5. Carlos Ruiz’s giant glove.

In the end, the decision to start Matt Cain over R.A. Dickey was about as newsworthy as a bunch of people razzing a player for leaving their hometown boy off a Home Run Derby roster. Dickey was having a better season than Cain by just about any metric you can imagine, be it wins, win-loss record, or ERA, or more advanced stats such as FIP and WAR. Also, don’t bother with the Dickey-as-flash-in-the-pan argument, either. Cain’s ERA since the start of the 2010 season: 2.93. Dickey’s: 2.92. But Cain is a phenomenal pitcher in his own right, a playoff hero during the Giants’ amazing run to a World Series title in 2010, and a perfect-game hurler who dazzled a bar full of baseball nerds one fateful Wednesday night.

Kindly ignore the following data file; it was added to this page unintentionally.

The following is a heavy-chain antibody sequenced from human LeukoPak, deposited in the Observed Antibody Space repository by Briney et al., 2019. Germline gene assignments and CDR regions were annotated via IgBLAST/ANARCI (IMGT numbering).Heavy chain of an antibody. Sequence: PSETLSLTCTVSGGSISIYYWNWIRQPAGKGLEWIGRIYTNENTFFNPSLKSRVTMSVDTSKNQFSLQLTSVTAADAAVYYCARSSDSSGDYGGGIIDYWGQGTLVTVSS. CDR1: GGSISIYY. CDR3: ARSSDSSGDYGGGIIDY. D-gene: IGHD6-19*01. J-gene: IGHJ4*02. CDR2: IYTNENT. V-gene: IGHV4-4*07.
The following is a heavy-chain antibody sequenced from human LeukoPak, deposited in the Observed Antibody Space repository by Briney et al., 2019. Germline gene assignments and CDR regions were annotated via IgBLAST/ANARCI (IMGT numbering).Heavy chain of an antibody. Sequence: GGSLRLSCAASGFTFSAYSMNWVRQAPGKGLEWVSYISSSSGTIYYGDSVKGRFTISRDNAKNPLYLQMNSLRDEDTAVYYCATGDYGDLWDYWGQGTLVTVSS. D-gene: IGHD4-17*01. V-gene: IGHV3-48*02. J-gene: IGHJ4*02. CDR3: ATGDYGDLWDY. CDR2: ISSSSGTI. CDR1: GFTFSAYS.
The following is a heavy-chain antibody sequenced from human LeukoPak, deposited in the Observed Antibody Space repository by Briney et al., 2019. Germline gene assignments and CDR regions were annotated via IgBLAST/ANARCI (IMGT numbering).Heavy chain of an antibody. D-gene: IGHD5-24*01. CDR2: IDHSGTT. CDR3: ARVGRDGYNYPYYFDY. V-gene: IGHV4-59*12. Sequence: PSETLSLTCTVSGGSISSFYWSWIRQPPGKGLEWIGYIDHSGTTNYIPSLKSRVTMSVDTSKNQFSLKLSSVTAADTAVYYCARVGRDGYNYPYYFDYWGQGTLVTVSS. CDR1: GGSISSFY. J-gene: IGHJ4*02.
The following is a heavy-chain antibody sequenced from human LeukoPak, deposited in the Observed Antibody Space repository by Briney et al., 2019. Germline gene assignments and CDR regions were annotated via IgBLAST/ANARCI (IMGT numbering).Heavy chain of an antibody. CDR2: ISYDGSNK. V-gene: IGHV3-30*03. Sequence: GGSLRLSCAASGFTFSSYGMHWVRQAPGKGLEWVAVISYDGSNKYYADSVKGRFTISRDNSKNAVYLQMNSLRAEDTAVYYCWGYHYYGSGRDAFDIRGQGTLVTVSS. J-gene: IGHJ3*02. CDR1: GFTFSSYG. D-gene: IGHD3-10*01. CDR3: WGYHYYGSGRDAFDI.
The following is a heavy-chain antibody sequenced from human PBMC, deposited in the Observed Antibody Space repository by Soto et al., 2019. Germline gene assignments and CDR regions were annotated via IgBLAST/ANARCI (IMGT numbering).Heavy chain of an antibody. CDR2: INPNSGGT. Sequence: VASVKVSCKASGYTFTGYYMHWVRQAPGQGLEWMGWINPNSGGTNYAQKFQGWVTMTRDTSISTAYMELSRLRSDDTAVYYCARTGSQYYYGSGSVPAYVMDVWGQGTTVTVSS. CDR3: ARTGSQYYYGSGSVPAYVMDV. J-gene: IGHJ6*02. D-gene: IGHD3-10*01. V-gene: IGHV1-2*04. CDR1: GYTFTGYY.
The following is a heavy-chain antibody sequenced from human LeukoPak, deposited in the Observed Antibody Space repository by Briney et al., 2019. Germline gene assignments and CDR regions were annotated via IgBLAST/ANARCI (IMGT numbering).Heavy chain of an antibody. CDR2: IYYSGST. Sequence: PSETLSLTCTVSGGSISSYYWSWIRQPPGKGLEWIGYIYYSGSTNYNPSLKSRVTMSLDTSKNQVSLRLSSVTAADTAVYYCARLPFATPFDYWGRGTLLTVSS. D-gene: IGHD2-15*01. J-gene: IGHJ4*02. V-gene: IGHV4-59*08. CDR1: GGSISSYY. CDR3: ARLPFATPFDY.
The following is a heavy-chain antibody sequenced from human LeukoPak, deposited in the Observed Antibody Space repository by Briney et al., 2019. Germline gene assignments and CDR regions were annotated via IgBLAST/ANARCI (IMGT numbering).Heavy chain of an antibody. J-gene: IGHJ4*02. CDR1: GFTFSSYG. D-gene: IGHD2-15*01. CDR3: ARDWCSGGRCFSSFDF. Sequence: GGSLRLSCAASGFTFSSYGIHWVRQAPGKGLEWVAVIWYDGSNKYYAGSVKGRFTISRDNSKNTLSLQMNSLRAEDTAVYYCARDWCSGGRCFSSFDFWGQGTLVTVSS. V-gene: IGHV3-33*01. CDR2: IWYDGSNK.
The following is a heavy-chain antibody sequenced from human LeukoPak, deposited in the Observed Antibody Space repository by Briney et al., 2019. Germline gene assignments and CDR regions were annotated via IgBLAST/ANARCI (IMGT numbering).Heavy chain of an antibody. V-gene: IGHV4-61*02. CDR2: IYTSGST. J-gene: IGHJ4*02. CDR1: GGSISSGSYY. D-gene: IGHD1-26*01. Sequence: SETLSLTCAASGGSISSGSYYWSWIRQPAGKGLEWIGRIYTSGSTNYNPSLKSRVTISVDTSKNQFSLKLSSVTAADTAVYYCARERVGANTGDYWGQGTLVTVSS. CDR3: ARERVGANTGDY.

There’s a good chance La Russa chose Cain over Dickey for the same reason the Home Run Derby rules might get changed: to avoid embarrassment, for himself, and for starting catcher Buster Posey. But that decision did give us one of the biggest treats of the night: Chooch Ruiz’s catcher’s mitt, which was literally the size of his entire torso. Ruiz could become a trendsetter here, given the potential that such giant equipment offers. We could see behemoths like Adam Dunn bring back the tree-trunk-size bats of Babe Ruth’s day. Pitchers could start throwing basketballs instead of baseballs, giving Jonathan Sanchez a solid 10 percent chance to make any portion of the ball actually cross the plate. Just thinking about this new trend is getting Garth Snow excited.